Twenty-two years ago, I got my private pilot’s license. The examiner had one piece of advice for me that has stuck with me, ever since. “You can be legal and legally dead at the same time.”
Trayvon Martin is a reminder to me that these words are very true. Trayvon did not deserve to die that night, but unfortunately it doesn’t matter because when faced with that situation the end result is that Trayvon was legal and legally dead at the same time. I am going to do my best to teach my son that it is not a disgrace to surrender to the law. I am going to do my best to teach him that if you have time, don’t call your girlfriend, call 9-11. I am going to do my best to teach him to make himself as non-threatening as possible. Keep a distance between him and the other guy. Remove the hood, keep your hands in plain sight and stay calm, level headed and focused. It is much better to diffuse the situation before it escalates, than to prove your manhood and end up on the wrong side of the bullet.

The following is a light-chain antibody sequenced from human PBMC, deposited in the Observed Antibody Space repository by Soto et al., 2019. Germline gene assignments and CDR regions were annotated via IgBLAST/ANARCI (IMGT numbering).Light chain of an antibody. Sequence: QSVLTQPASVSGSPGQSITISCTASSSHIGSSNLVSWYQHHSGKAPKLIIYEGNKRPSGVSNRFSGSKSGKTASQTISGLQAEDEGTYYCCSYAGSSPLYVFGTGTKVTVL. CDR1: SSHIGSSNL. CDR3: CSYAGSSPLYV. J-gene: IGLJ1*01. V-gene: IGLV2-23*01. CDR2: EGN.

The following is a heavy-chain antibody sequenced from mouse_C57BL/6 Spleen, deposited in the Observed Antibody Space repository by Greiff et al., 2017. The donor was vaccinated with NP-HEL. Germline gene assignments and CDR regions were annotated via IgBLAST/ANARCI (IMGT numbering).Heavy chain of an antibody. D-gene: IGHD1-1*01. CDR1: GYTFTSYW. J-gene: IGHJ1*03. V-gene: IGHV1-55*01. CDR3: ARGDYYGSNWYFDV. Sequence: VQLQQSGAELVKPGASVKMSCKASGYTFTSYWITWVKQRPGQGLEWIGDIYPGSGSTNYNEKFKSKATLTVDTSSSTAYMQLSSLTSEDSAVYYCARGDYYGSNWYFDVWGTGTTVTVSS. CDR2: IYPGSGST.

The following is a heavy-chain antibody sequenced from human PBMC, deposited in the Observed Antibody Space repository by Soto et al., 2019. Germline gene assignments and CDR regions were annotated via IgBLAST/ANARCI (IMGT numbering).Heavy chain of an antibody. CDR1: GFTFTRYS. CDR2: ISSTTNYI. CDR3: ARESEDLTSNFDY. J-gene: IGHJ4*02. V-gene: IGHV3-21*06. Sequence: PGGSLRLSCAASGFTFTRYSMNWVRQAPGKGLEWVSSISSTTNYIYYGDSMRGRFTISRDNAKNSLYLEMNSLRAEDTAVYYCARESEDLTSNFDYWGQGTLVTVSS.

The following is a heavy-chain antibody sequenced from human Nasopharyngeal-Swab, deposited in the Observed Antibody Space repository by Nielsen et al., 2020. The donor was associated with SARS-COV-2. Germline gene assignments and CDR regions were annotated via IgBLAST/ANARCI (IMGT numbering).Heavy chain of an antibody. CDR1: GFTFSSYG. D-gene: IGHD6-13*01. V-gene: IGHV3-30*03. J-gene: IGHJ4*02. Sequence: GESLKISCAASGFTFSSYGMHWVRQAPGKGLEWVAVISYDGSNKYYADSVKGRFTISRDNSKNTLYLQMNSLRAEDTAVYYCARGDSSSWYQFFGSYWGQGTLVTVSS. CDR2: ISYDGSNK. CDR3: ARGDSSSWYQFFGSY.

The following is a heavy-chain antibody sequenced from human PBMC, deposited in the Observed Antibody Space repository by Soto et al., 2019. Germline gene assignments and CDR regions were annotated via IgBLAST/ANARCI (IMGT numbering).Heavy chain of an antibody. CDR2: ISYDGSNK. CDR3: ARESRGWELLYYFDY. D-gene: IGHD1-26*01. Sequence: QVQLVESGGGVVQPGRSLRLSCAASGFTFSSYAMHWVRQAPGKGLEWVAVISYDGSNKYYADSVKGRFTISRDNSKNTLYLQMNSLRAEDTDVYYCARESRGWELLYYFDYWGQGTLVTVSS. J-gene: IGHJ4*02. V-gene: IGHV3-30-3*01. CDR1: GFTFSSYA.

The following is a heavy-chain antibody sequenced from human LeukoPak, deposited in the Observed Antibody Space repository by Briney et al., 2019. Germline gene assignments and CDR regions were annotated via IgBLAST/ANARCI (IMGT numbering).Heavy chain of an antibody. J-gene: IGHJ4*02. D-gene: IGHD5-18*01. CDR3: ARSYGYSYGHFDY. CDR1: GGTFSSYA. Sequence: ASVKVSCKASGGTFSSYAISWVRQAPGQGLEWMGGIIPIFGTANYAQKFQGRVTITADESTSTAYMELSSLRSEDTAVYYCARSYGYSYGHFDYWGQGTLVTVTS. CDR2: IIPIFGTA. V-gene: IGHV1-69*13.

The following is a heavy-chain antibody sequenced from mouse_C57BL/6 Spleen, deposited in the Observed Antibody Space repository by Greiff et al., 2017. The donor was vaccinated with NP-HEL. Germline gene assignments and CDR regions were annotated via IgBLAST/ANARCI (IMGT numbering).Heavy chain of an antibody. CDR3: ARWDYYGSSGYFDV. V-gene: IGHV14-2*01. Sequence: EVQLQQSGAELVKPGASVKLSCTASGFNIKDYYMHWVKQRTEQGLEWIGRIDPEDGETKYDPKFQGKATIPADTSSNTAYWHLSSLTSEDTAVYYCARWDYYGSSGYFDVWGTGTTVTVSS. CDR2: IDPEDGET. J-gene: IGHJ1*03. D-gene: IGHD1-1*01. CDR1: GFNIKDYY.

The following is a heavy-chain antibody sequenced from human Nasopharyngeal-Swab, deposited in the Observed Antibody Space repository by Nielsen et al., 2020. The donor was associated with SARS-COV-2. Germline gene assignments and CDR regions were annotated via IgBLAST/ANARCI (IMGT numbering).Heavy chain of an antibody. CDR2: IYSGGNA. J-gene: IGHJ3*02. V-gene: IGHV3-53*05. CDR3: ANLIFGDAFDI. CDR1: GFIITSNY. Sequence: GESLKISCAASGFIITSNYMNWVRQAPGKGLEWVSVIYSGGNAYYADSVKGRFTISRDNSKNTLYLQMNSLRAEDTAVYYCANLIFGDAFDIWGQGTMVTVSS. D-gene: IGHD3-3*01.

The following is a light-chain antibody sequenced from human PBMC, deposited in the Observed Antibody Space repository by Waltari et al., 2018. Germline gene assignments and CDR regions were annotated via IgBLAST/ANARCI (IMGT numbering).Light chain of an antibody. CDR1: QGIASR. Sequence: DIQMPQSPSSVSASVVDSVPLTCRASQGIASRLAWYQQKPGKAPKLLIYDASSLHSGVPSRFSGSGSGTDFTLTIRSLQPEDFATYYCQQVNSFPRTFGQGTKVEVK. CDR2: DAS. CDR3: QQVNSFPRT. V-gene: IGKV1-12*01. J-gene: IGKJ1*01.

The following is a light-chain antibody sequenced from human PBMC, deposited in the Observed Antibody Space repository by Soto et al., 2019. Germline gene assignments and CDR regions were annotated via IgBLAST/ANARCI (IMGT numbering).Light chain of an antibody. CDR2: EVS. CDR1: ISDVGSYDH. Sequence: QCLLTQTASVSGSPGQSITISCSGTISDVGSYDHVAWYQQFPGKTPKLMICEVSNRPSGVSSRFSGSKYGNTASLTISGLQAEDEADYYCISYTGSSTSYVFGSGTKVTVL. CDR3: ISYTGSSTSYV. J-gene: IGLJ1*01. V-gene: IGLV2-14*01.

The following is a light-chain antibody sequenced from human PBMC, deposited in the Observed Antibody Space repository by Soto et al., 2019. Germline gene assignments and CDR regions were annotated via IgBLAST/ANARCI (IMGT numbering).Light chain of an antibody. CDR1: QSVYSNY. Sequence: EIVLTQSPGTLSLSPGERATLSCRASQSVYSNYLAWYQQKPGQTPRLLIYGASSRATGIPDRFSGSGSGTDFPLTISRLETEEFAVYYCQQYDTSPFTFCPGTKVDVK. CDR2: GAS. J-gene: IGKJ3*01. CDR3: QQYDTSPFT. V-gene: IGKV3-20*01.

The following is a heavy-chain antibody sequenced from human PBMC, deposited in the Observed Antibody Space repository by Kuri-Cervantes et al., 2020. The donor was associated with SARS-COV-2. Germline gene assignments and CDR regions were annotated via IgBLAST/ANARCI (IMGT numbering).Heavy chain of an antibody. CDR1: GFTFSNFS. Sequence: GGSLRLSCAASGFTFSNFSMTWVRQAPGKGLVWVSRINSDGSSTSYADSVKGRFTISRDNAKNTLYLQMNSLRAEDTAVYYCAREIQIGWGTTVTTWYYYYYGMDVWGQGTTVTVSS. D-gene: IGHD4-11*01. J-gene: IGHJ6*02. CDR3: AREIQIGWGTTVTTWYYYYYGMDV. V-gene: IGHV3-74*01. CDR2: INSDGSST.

I know this is a serious topic. In some ways, I am scared for my son and I pray that he never find himself in the same position as Trayvon. But if he does, I hope that he can find an alternative ending.
Please allow me to say this and to remind us of what the truth is. I have taken my son with me everywhere. We have been in the checkout line with the reddest of rednecks, at Wal-Mart with “those” people, walking thru the mall or at a restaurant where he doesn’t look like anyone else in the room and in backwoods Kentucky getting gas at 1 AM.
Every person we encountered, has always been nice and respectful of my son. No one has ever made an offensive remark towards him, my family, or me. I think in many ways, as a nation we are becoming more accepting of our differences. I hope that our nation can learn from this event and that it serves a greater good than as media talking points and filler.
Until next time, keep on rockin’!